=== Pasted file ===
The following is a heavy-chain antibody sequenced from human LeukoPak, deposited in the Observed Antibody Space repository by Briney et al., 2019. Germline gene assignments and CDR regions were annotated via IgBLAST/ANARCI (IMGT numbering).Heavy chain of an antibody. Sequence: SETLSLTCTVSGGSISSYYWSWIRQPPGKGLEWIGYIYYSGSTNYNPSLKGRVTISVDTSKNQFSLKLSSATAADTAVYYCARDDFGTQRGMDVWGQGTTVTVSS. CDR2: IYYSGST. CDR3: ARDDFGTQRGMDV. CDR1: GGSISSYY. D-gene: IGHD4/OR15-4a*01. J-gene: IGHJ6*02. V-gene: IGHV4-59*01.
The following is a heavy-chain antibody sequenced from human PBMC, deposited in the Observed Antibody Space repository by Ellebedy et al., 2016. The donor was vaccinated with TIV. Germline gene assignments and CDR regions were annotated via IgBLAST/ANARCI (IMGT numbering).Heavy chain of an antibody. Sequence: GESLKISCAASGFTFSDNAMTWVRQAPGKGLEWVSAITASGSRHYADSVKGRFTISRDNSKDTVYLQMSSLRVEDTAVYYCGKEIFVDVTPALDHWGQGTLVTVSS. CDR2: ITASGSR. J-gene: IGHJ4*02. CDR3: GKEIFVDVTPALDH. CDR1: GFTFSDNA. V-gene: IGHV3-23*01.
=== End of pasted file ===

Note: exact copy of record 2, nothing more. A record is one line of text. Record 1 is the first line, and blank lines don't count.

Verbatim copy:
The following is a heavy-chain antibody sequenced from human PBMC, deposited in the Observed Antibody Space repository by Ellebedy et al., 2016. The donor was vaccinated with TIV. Germline gene assignments and CDR regions were annotated via IgBLAST/ANARCI (IMGT numbering).Heavy chain of an antibody. Sequence: GESLKISCAASGFTFSDNAMTWVRQAPGKGLEWVSAITASGSRHYADSVKGRFTISRDNSKDTVYLQMSSLRVEDTAVYYCGKEIFVDVTPALDHWGQGTLVTVSS. CDR2: ITASGSR. J-gene: IGHJ4*02. CDR3: GKEIFVDVTPALDH. CDR1: GFTFSDNA. V-gene: IGHV3-23*01.